Jun 2, 2009
What if Americans didn't pay their taxes?
USA Today reports that if you add up all the federal debt, each American household now owes $546,668 dollars — up 12 percent or $55,000 from last year. That's four times what each U.S. household owes in car loans, credit cards, mortgages and all other debt combined.
Keep in mind that's the conservative estimate; so what's the number if you take an approach that's not-so-sunshine-and-lollipops? They say we can pay this off with taxes.
But just to give you an idea of how much money this is, here are three possible options to pay it off:
• You could confiscate almost every single cent of GDP for this fiscal year and the next three fiscal years
• Take 54 percent of all corporate revenues and all wages and salaries for the next 10 years
• Take about two out of every three dollars of all wages and salaries paid to U.S. residents over the next 10 years
And things could get worse if the government wants to follow through with its giant progressive plans for health care spending, because there's talk of a national sales tax, which would dump another 25 percent sales tax onto every single thing you buy.
I am not advocating people don't pay their income taxes. But what if — for argument's sake — a million people intentionally didn't pay their taxes?
Right now the IRS is already able to go through over 150 million tax returns and punish those who fail to pay with fines of between 5 and 25 percent and collect about $30 billion in back taxes.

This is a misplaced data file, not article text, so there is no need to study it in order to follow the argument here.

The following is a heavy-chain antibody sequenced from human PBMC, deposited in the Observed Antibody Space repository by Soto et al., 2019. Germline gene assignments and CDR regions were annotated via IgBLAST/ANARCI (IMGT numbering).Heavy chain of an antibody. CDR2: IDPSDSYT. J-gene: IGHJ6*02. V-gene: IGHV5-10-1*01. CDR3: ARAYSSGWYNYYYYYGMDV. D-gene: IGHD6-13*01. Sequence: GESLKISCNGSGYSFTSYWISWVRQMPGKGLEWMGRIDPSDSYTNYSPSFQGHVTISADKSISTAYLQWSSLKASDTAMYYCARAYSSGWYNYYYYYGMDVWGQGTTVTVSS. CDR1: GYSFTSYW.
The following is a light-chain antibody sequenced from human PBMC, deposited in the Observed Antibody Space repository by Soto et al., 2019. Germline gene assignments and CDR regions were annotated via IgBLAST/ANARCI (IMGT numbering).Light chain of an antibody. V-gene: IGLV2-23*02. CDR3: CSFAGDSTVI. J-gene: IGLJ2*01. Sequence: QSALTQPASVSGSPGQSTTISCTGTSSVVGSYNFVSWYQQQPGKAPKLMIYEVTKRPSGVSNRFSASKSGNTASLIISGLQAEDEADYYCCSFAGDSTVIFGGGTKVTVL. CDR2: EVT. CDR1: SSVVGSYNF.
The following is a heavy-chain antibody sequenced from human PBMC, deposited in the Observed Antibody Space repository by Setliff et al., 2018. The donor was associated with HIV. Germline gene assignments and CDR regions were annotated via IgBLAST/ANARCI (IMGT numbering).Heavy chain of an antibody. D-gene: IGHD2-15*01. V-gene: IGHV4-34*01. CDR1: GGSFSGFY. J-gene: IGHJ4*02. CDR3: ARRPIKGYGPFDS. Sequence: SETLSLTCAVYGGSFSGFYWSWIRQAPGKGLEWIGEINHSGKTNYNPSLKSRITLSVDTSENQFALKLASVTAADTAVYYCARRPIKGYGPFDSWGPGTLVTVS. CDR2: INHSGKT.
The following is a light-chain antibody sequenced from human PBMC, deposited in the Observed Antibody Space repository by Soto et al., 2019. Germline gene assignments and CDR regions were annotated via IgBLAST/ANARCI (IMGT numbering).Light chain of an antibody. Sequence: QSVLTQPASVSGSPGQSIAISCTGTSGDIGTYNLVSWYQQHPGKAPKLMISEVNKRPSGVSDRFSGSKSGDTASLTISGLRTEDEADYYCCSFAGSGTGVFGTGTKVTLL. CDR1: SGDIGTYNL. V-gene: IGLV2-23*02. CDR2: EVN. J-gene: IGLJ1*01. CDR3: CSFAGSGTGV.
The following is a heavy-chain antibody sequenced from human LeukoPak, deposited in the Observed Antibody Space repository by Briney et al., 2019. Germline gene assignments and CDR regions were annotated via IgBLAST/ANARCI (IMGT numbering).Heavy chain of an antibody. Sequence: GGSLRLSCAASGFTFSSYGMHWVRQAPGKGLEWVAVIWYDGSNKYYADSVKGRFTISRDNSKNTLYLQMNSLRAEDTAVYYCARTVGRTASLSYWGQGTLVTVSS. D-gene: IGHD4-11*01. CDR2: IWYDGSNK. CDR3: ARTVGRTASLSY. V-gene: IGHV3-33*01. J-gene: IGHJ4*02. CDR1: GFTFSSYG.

And going forward, the Obama administration is devoting an additional $400 million and 800 people to catch tax cheats. Still, most actual tax evaders don't wind up in jail — they end up as Obama's Cabinet nominees.
But let's just say a million people don't pay — not because they're cheats, but because they believe the principles upon which we are founded have been violated. Just put aside the fact that America's 2.3 million federal, state and local prisoners are already dealing with prisons that are packed 36 percent beyond their rated capacity; in other words, overcrowded.
If you go minimum security, 192-bed prisons, you can house them for a meager $30 billion; or, since these are clearly all right-wing extremists, you put them all in maximum security, 500-bed prisons, for a cost of $100 billion. All in all, it's probably not worth the government's time to toss us all in jail. There's other ways of going off the grid, off the dole, and that is to leave no papertrail. No 1099's or W-2's when you barter or trade for services. People will view these strategies much differently in the days to come.
Gandhi said: "Withholding payment of taxes is one of the quickest methods of overthrowing a government."
And it jives with common sense: Starving them out of trillions of our hard-earned dollars would literally put them out of business.
But do enough Americans have the guts to follow Gandhi's example, in order to save our children, grandchildren and great-grandchildren from all this debt?